The book says little about the relationship between hikikomori and media consumption or the popular-cultural representations of hikikomori. (Saitō does treat the relationship to cyberculture in his subsequent book, Hikikomori bunkaron.) The notion of hikikomori as social practice, in contrast to Saitō’s notion of an illness, continues to be used by sociologists, writers, and other social commentators as a prism for exploring social values and popular culture. In fact, psychiatric categories have been productive fodder for social reflection in contemporary Japan, where social issues are often discussed in terms of “syndromes” such as “co-dependency” (kyōizonshō) or “retired husband syndrome” (shujin zaitaku sutoresu shōkōgun).[9] Sociologist Miyadai Shinji has even argued that Saitō’s study itself shaped popular culture in Japan. Miyadai says that by treating hikikomori as an illness and thus distinguishing it from “otaku,” Saitō’s work has had the effect of de-pathologizing otaku culture and making it more acceptable as an alternative lifestyle.[10] So, while the question, “What is hikikomori?” may remain to be answered, the phenomenon has generated some highly fruitful explorations of Japanese social institutions, popular culture, and psychiatry itself.

Amy Borovoy is associate professor of East Asian Studies at Princeton University. She has written on alcoholism and codependency in Japan, eating disorders and notions of gendered adulthood, and more recently on the issue of hikikomori in the context of mental health care in Japan. Her current book manuscript concerns postwar Japan studies and the American search for a communal modernity in Japan. On this topic, her essay on psychiatrist Takeo Doi was published in the Journal of Japanese Studies.

[1] Psychiatrists who studied the phenomenon in the 1960s described it in ethno-psychological terms as “withdrawal neurosis” (taikyaku shinkeishō). See Alan R. Teo’s helpful review, “A New Form of Social Withdrawal in Japan: A Review of Hikikomori,” International Journal of Social Psychiatry, (30 June 2009),

[2] Saitō Tamaki, Shakai-teki hikikomori: owaranai shishunki(Tokyo: PHP Shinsho 065, 1998); see also Hikikomori bunkaron (Tokyo: Hatsubaimoto Kinokuniya Shoten, 2003).  Hereafter, page numbers from Angles’ English translation of the 1998 text will be given parenthetically in the review.

[3] Michael Zielenziger, Shutting Out the Sun: How Japan Created Its Own Lost Generation (New York: Nan A. Talese, 2006), 26-28.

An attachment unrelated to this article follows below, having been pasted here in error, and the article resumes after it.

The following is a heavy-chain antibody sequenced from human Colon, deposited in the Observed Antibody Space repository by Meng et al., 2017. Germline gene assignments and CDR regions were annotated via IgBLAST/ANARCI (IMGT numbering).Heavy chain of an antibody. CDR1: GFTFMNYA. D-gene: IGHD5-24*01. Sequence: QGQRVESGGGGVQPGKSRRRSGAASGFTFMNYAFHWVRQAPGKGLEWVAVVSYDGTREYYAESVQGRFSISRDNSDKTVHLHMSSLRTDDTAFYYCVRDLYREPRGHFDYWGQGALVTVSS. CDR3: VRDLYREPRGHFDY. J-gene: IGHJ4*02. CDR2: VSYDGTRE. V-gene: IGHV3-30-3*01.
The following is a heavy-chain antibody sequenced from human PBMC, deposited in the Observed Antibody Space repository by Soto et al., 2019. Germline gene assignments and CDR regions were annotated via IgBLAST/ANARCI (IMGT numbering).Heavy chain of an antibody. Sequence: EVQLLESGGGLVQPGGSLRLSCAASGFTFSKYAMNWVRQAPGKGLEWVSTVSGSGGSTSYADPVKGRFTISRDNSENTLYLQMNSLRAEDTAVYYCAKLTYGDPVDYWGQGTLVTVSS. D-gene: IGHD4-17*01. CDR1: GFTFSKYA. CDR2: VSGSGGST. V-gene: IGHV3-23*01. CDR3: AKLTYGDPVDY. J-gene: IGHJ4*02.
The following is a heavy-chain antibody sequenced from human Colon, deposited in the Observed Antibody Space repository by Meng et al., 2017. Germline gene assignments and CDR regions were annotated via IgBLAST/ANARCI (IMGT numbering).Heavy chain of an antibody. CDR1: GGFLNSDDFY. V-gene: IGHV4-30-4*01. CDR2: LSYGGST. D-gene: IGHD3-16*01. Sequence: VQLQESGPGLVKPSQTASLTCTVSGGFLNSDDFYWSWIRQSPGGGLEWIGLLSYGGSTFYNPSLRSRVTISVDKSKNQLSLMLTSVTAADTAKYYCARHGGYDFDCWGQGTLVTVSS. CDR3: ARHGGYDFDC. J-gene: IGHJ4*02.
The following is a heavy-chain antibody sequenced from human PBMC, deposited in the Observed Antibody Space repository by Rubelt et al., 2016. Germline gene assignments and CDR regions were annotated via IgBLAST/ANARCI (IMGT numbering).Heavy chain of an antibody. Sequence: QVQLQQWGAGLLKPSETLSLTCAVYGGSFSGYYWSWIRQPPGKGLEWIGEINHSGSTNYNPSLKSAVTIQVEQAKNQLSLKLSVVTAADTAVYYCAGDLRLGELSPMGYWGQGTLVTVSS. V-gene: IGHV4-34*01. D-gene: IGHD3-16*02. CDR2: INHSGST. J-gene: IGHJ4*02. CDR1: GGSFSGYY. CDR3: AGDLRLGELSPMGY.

[4] Saitō’s evidence for the centrality of adolescent development to hikikomori behavior comes in part from his observation that hikikomori is sometimes correlated with school refusal behavior, and that symptoms closely mimic symptoms of adolescent rebellion, including skipping school, violent fits, phobias like fear of having body odor (bromidrophobia), and certain forms of OCD (28). Saitō’s own practice led him to believe that developmental problems are underdiagnosed and continue to affect a substantial portion of even his adult clients.

[5] Norito Kawakami, Tadashi Takeshima, Yutaka Ono, Hidenori Uda, Yukihiro Hata, Yoshibumi Nakane, Hideyuki Nakane, Noboru Iwata, Toshiaki Furukawa, and Takehiko Kikkawa, “Twelve-month Prevalence, Severity, and Treatment of Common Mental Disorders in Communities in Japan: Preliminary Findings from the World Mental Health Japan Survey 2002-2003,” Psychiatry and Clinical Neurosciences 59 (2006): 441-452.

[6] American Psychiatric Association, “Criteria for a Major Depressive Episode,” DSM-IV-TR, Diagnostic and Statistical Manual of Mental Disorders

[7] Junko Kitanaka, Depression in Japan: Psychiatric Cures for a Society in Distress (Princeton, NJ: Princeton University Press), 68-75, 110-118.

[8] Amy Borovoy, “Japan’s Hidden Youths: Mainstreaming the Emotionally Distressed in Japan,” Culture, Medicine, and Psychiatry 32, no. 4 (2008): 559-561.

[8] Amy Borovoy, The Too-Good Wife: Alcohol, Codependency, and the Politics of Nurturance in Post-War Japan (Berkeley and Los Angeles: University of California Press, 2005).

[10] See Jonathan Abel’s helpful discussion, “Can Cool Japan save Post-Disaster Japan? On the Possibilities and Impossibilities of a Cool Japanology,” International Journal of Japanese Sociology, no. 20 (2011): 68.